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A Letter From the Queen
by [?]

Doctor Selig was an adventurer. He did not look it, certainly. He was an amiable young bachelor with thin hair. He was instructor in history and economics in Erasmus College, and he had to sit on a foolish little platform and try to coax some fifty young men and women, who were interested only in cuddling and four-door sedans, to become hysterical about the law of diminishing returns.

But at night, in his decorous boarding house, he sometimes smoked a pipe, which was viewed as obscene in the religious shades of Erasmus, and he was boldly writing a book which was to make him famous.

Of course everyone is writing a book. But Selig’s was different. It was profound. How good it was can be seen from the fact that with only three quarters of it done, it already had fifteen hundred footnotes—such lively comments as “Vid. J. A. S. H. S. VIII, 234 et seq. ” A real book, nothing flippant or commercialized.

It was called The Influence of American Diplomacy on the Internal Policies of Paneuropa.

“Paneuropa,” Selig felt, was a nice and scholarly way of saying “Europe. ”

It would really have been an interesting book if Doctor Selig had not believed that all literature is excellent in proportion as it is hard to read. He had touched a world romantic and little known. Hidden in old documents, like discovering in a desert an oasis where girls laugh and fountains chatter and the market place is noisy, he found the story of Franklin, who in his mousy fur cap was the Don Juan of Paris, of Adams fighting the British Government to prevent their recognizing the Confederacy, of Benjamin Thompson, the Massachusetts Yankee who in 1791 was chief counselor of Bavaria, with the title of Count Rumford.

Selig was moved by these men who made the young America more admired than she is today. And he was moved and, in a most unscholarly way, he became a little angry as he reviewed the story of Senator Ryder.

He knew, of course, that Lafayette Ryder had prevented war between England and America in the first reign of Grover Cleveland; he knew that Ryder had been Secretary of State, and Ambassador to France, courted by Paris for his wisdom, his manners, his wit; that as Senator he had fathered (and mothered and wet-nursed) the Ryder–Hanklin Bill, which had saved our wheat markets; and that his two books, Possibilities of Disarmament and The Anglo–American Empire, were not merely glib propaganda for peace, but such inspired documents as would have prevented the Boer War, the Spanish–American War, the Great War, if there had been in his Victorian world a dozen men with minds like his. This Selig knew, but he could not remember when Ryder had died.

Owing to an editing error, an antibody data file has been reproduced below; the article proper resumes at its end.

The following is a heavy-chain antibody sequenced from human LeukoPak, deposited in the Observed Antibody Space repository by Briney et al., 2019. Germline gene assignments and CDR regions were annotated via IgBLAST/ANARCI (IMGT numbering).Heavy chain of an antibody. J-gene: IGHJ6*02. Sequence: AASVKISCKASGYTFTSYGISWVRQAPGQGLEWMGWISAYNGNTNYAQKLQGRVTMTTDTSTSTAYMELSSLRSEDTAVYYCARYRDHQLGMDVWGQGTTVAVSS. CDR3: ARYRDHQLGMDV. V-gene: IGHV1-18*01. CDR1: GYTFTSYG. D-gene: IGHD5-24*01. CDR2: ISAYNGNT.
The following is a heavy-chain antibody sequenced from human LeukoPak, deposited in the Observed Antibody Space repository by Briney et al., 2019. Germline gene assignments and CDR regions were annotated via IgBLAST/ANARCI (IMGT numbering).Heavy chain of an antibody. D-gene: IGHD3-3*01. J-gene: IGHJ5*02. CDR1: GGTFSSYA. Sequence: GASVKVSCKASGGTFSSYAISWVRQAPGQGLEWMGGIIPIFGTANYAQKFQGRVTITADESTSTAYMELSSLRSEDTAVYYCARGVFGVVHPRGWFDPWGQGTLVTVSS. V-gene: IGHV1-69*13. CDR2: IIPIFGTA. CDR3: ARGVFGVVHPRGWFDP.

Then he discovered with aghast astonishment that Senator Ryder was not dead, but still alive at ninety-two, forgotten by the country he had helped to build.

Yes, Selig felt bitterly, we honor our great men in America— sometimes for as much as two months after the particular act of greatness that tickles us. But this is a democracy. We mustn’t let anyone suppose that because we have given him an (undesired) parade up Broadway and a (furiously resented) soaking of publicity on March first, he may expect to be taken seriously on May second.

The Admiral Dewey whom the press for a week labeled as a combination of Nelson, Napoleon, and Chevalier Bayard, they later nagged to his grave. If a dramatist has a success one season, then may the gods help him, because for the rest of his life everyone will attend his plays only in the hope that he will fail.